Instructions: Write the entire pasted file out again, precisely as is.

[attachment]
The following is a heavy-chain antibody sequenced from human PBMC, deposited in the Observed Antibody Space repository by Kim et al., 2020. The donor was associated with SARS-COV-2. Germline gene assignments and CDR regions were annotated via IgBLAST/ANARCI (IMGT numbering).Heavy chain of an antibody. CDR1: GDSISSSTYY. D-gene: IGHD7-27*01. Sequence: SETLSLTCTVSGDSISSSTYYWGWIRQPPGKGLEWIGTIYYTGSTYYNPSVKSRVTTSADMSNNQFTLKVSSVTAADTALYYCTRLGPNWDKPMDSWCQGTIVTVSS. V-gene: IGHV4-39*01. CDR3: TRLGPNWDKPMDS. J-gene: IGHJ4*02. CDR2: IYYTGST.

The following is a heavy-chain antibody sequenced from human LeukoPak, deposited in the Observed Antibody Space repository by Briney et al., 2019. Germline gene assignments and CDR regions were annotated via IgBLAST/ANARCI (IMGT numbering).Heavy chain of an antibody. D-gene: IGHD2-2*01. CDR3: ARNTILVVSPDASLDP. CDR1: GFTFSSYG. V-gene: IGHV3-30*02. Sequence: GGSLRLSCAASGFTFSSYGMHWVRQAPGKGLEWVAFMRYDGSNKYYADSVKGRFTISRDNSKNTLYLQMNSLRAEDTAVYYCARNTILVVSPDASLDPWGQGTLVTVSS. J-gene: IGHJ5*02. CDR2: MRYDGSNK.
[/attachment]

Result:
The following is a heavy-chain antibody sequenced from human PBMC, deposited in the Observed Antibody Space repository by Kim et al., 2020. The donor was associated with SARS-COV-2. Germline gene assignments and CDR regions were annotated via IgBLAST/ANARCI (IMGT numbering).Heavy chain of an antibody. CDR1: GDSISSSTYY. D-gene: IGHD7-27*01. Sequence: SETLSLTCTVSGDSISSSTYYWGWIRQPPGKGLEWIGTIYYTGSTYYNPSVKSRVTTSADMSNNQFTLKVSSVTAADTALYYCTRLGPNWDKPMDSWCQGTIVTVSS. V-gene: IGHV4-39*01. CDR3: TRLGPNWDKPMDS. J-gene: IGHJ4*02. CDR2: IYYTGST.

The following is a heavy-chain antibody sequenced from human LeukoPak, deposited in the Observed Antibody Space repository by Briney et al., 2019. Germline gene assignments and CDR regions were annotated via IgBLAST/ANARCI (IMGT numbering).Heavy chain of an antibody. D-gene: IGHD2-2*01. CDR3: ARNTILVVSPDASLDP. CDR1: GFTFSSYG. V-gene: IGHV3-30*02. Sequence: GGSLRLSCAASGFTFSSYGMHWVRQAPGKGLEWVAFMRYDGSNKYYADSVKGRFTISRDNSKNTLYLQMNSLRAEDTAVYYCARNTILVVSPDASLDPWGQGTLVTVSS. J-gene: IGHJ5*02. CDR2: MRYDGSNK.